# The Heisenberg Uncertainty Principle Explained Intuitively

## Transcript

This episode is sponsored by Skillshare

in the first year of my physics degree I

had a birthday party and 30 people came

in the last year of my physics degree I

had a birthday party and five people

came now it’s not like physics turned me

into a mega bitch or anything like that

at least not that I know of but as the

years went on I became more and more

serious about my studies I stopped going

out with friends meeting new people and

I spent most of the day night alone in

my room integrating equations the better

my grades got the more my social life

suffered this is just an example of one

of life’s many trade-offs but trade-offs

aren’t just unique to us they play a

pretty big role in the way the world

works

in this video we’re going to talk about

the uncertainty principle and you’ll see

that whether we’re talking about

position momentum good grades or a

social life it all follows the same

logic there are some things you just

can’t improve without messing up

something else the most well-known

version of this is probably the

Heisenberg uncertainty principle from

quantum mechanics and while we will get

to that today

the uncertainty principle is a lot more

general let’s start with something

simpler say there’s this little old lady

Mildred

now you’ve been watching her for a week

and you notice that on Sunday she goes

to the market now can you conclude that

every Sunday she goes to the market well

not really

you’ve only see her do it once now you

watch her for another week and a low and

behold on Sunday she goes to the market

so it’s tempting to say that she goes to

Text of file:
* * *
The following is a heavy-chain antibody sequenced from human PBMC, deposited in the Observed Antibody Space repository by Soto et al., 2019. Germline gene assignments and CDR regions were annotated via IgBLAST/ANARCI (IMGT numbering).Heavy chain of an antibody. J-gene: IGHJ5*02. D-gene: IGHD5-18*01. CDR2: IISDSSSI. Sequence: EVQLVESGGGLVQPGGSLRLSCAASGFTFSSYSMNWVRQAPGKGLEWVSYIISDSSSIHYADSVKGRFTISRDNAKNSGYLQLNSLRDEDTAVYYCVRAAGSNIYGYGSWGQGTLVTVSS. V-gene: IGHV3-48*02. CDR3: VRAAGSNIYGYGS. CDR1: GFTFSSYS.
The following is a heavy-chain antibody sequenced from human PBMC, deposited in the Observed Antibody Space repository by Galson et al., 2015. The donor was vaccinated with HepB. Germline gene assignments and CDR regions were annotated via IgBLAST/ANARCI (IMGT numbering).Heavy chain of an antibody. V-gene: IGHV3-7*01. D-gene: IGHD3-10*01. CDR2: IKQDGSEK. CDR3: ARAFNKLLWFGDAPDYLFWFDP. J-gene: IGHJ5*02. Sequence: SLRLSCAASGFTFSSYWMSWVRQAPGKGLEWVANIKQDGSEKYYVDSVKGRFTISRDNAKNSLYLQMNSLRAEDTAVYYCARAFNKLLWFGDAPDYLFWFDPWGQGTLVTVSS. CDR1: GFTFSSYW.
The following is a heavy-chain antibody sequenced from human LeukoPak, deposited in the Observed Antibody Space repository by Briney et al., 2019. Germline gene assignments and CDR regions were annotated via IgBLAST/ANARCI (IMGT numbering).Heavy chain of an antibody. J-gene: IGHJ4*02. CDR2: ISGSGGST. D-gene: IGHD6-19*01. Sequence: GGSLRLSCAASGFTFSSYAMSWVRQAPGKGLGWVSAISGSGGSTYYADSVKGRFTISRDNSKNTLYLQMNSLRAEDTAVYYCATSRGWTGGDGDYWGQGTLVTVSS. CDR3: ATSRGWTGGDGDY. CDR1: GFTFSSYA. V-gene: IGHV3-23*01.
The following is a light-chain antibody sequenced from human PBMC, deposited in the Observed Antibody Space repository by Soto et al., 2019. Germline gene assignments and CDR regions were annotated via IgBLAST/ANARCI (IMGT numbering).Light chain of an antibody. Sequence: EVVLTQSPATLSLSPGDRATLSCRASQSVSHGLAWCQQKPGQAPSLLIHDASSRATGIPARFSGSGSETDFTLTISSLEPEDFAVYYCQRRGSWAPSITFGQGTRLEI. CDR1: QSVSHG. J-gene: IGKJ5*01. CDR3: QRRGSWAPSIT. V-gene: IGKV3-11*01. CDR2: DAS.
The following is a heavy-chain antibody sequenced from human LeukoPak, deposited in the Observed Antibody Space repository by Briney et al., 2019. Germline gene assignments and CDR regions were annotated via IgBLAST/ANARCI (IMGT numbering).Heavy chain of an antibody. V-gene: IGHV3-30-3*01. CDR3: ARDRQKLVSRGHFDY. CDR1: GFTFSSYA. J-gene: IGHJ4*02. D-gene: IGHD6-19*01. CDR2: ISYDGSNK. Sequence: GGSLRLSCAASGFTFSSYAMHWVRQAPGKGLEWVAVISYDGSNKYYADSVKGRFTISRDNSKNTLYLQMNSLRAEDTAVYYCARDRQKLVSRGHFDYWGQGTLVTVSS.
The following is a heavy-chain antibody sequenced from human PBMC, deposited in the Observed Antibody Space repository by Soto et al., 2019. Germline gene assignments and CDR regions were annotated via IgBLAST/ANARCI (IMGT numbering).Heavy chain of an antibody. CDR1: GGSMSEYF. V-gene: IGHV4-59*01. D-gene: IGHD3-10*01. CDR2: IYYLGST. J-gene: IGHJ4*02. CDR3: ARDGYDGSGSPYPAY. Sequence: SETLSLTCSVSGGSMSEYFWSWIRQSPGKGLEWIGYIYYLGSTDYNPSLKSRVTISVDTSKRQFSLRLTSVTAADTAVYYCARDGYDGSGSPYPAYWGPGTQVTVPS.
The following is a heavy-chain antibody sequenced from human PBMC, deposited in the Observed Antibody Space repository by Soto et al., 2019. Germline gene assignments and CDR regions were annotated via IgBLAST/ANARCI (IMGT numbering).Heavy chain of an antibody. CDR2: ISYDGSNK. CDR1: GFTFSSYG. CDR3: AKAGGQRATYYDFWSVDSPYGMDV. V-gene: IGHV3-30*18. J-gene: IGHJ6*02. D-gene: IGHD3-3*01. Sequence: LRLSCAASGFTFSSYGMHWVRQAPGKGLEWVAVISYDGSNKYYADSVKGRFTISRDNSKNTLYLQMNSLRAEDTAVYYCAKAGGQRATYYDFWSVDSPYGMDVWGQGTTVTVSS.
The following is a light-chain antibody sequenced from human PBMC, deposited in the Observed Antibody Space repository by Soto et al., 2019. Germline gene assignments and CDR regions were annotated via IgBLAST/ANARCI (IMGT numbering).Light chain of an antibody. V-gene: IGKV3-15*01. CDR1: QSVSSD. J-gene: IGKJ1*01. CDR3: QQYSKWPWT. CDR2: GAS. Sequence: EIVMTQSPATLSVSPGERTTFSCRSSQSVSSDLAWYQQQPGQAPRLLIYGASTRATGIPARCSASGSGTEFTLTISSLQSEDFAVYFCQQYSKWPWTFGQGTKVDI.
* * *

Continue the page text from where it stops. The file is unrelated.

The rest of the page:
the market with frequency once per week

but it’s still not enough you need more

time to draw an accurate conclusion

after a year of careful surveillance

you’re pretty sure that she goes to the

market with frequency once per week but

what if the next week she goes to bingo

instead or what if she needs more cat

food and goes twice really you need an

infinitely long time to be 100% sure

that Mildred frequences the market once

per week obviously you don’t have an

infinite amount of time so the frequency

of Mildred’s market trips can never be

known to 100% accuracy there’s this

trade-off between knowing the frequency

and spending time this is a version of

the uncertainty principle and variables

that have this trade-off relationship

are called conjugate variables and

more well known pair of conjugate

variables our position and momentum this

is one version of the Heisenberg

uncertainty principle and it states that

the uncertainty in position and the

uncertainty in momentum are always

greater than or equal to this constant

here basically we can never measure both

the position and momentum of an object

to 100% accuracy we’ll come back to the

equation in a bit but first let’s talk

about the intuition the way my quantum

physics professor introduced the

uncertainty principle was imagine you’re

trying to find the location of a

basketball but the only way you can do

that is by throwing tennis balls at it

and measuring where they bounce back if

you managed to hit the basketball sure

you know where it was but now it’s moved

keep the imagery in mind for this next

bit Heisenberg was a German physicist

who loved classical music and was a

pretty accomplished piano player oh yeah

and he won the Nobel Prize for the

creation of quantum physics one day he

was performing a thought experiment he

wanted to see if he could measure both

the position and velocity of an electron

to measure the velocity of something you

just need to measure its position twice

and divide by the time it took between

each measurement so it seems silly that

you could measure something once but not

twice right but the most direct way of

measuring where something is is to shine

light on it and from the reflected light

calculate its position we do this every

day when we look at things photons hit

the object and reflect them back into

our eyes then our brain figures out

where it is from the image produced on

the retina so Heisenberg imagined

looking at an electron under a

microscope firing a photon at it and

figuring out the position of the

electron but in order not to move the

electron he would need to hit it with a

photon of really low energy now quantum

particles have a property called wave

particle duality where they behave as

both particles and as waves so while

they can be thought of as particles they

also have a wavelength and frequency

radio waves have the longest wavelength

30 centimeters or more and they’re great

for capturing images of stars and

planets but they’d be hopeless at

producing a good image of say your face